It was the third day at dawn when she heard the crunch of the earth outside of the shack. Sounds had never been so vivid to her before that merian had waltzed right into her life, spinning freely and taking no care for what she knocked over - Yassenah's expecations, goals, and very core. The viscanti made her way outside and spotted Mother Sonoahi approaching with her hood raised. Yassenah was grateful her sovereigns could afford her something a little more put together, if tawdry: a modest pink dress, faded with use and re-use by who, the viscanti neither knew nor cared. She quickly closed the distance between the pair of them, red and blue a stark contrast to the dying, rotting trees all around them.
"I didn't even have to knock," mused Mother Sonoahi, eyes sparkling.
Yassenah coughed and said coolly, "I wouldn't have you wait or take another viscanti off to New Celest with you."
"North of New Celest," corrected Mother Sonoahi. "The Covenant of my city is clear, and you would only be welcome there as a passerby, not as a citizen." She paused. "Is that an issue?"
Yassenah let out a "Nah," with a shake of her head. "Being a citizen of Magnagora did nothing for me, offered me no protections or benefits. Being without a city to call my own is just as well as having one."
"You'll be treated well at the almshouse," said the merian. She pulled her hood forward a little more, and then motioned with her hand to the viscanti woman for her to follow. The two walked quietly together, side-by-side. The silence was welcome for Yassenah, who has only known it, truly, when she wandered off into the woods. But this? This wasn't true silence. She felt alive, more alive than she had felt in a long time.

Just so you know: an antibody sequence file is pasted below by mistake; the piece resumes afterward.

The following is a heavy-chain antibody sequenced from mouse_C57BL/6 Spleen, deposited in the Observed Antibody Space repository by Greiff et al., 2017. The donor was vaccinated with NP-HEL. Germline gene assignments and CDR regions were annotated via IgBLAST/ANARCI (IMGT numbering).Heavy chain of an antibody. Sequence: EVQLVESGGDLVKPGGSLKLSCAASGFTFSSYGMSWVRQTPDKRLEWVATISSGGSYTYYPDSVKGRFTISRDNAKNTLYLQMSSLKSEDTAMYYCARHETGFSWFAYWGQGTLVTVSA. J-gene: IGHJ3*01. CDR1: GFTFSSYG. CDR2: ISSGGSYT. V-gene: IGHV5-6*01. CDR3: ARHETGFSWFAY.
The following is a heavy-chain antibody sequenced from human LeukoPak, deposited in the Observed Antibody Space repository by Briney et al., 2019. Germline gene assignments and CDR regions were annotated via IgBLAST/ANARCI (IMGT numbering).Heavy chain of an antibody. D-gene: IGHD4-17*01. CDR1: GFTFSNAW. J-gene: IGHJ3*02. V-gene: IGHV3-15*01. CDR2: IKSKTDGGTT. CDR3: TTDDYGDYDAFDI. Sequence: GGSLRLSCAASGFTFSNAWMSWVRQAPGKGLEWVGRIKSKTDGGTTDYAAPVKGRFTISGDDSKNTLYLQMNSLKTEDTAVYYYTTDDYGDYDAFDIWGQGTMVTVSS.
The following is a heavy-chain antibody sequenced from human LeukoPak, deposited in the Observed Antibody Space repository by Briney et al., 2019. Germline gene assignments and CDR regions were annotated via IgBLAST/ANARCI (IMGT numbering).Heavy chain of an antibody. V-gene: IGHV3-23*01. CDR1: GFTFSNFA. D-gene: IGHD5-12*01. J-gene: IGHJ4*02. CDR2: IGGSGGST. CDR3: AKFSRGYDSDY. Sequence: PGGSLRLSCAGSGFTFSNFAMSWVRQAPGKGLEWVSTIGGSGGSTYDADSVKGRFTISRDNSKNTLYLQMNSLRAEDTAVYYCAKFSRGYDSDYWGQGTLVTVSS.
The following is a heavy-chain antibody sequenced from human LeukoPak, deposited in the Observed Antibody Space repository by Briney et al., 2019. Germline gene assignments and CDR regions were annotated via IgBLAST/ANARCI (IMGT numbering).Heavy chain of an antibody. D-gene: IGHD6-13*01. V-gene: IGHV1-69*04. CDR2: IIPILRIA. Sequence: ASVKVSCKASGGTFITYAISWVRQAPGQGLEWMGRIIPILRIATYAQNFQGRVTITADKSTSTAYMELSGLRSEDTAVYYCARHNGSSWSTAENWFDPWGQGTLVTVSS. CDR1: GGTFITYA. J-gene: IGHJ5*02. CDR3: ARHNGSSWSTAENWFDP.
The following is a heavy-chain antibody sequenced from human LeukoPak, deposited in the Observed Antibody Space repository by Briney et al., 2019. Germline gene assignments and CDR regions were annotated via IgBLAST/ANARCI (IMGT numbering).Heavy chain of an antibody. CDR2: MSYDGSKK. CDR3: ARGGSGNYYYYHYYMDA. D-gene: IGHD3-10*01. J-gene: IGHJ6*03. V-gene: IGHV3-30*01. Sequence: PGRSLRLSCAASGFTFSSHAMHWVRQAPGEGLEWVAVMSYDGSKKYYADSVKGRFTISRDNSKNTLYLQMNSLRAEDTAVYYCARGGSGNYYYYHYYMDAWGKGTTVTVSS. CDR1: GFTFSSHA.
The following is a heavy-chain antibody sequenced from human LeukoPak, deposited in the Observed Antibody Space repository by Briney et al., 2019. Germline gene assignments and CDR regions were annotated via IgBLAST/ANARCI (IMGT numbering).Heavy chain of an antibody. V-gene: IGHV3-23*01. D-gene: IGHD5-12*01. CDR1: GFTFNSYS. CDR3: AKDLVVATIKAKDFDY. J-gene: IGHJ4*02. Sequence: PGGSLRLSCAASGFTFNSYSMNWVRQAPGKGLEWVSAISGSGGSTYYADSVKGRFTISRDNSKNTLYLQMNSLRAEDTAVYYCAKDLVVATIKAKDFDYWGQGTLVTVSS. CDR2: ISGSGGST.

As they walked, Yassenah came to mumble to herself what she could remember of the prayer from three days while looking around. She had never wandered along the road before, not very far. They passed the Heart of Darkness, walking along the Great Southern Highway, until they came upon Grand Junction. Seeing the change in road caught her off guard; it was as if they were venturing to some unknown place together. But it wasn't unknown at all - especially with the way Sonoahi walked with her head up high and her eyes forward. In the light of day, it was easy to see how well Mother Sonoahi actually handled herself, and that she walked with confidence that the viscanti had not recognised in her, in their times alone.
The cawing of crows was almost nostalgic to her, with the Wyrden Wood so nearby to where she had spent several years of her adult life. Still, she was willing and ready to put that all behind her. "Is it a long walk?" she asked, in an attempt to make conversation.
"It's worth it," said Sonoahi in simple response, leading her forward. "This way, to Old Imperial Road." And the two continued walking.